The records from over 200 Nottinghamshire manors are now accessible online thanks to Nottinghamshire County Council and the National Archives in the United Kingdom.
The Manorial Documents register was launched earlier this week at an event at Nottinghamshire Archives. The records date back to the fourteenth century.
The register will contain information about court rolls, surveys, maps and documents about land boundaries from mediaeval times. Information will be held about over 200 manors in the Nottinghamshire area and can be accessed by anyone at www.nationalarchives.gov.uk/mdr
Councillor John Cottee, Cabinet Member for Culture and Community, said, “These records contain a rich and interesting history about life in Nottinghamshire in the middle ages. The database will signpost people to the relevant sources and will help to bring mediaeval history to everyone’s fingertips.”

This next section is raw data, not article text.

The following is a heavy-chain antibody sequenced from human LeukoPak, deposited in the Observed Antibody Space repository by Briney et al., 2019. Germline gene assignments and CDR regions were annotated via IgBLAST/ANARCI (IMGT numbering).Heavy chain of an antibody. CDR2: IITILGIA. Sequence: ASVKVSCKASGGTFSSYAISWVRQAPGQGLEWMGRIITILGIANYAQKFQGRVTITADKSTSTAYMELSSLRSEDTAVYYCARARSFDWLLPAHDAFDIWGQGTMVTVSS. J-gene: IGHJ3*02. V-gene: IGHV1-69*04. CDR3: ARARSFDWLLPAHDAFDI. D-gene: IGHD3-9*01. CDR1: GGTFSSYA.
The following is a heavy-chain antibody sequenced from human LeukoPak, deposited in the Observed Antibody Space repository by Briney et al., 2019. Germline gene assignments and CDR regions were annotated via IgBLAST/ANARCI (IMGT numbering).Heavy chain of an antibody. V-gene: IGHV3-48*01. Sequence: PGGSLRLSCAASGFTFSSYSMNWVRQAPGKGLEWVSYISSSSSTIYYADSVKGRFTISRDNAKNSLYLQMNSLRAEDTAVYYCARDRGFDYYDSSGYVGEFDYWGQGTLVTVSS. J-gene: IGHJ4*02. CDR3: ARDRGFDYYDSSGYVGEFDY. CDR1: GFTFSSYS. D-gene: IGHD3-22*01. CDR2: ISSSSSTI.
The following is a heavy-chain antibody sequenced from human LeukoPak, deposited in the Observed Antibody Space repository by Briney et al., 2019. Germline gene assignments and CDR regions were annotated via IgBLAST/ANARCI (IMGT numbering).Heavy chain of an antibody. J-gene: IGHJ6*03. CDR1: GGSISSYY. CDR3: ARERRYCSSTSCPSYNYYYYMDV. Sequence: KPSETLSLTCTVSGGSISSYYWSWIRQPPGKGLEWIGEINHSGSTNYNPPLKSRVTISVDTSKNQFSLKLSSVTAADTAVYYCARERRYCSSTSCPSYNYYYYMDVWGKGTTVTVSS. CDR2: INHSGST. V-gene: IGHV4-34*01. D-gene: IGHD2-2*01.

The project was run by the County Council’s Archives team in conjunction with the University of Nottingham’s Manuscripts and Special Collections. It has been funded by The National Archives.
Examples of historical records:
Manor of Mansfield – October 1315
Two strangers arrested on suspicion of larceny when they brought four ewes to sell in Mansfield Market. They were kept in shackles until the court next met when they were found not guilty.
10 June 1316
Geoffrey, son of Roger Walesby, was arrested in Mansfield with a green surcoat worth four shillings. Maud, daughter of Henry le Thacker of Mansfield said it was hers and that it had been stolen from the house of Richard Alche of Mansfield. Geoffrey was found guilty and sentenced to be hanged.
Robert Cundy of Budby accused John son of Proud Robin of beating and wounding him and said that during the struggle he had lost his belt and purse and 9d in coin. This was found in John’s custody. He denied the offence but was found guilty and fined 6d.
Source: Nottinghamshire County Council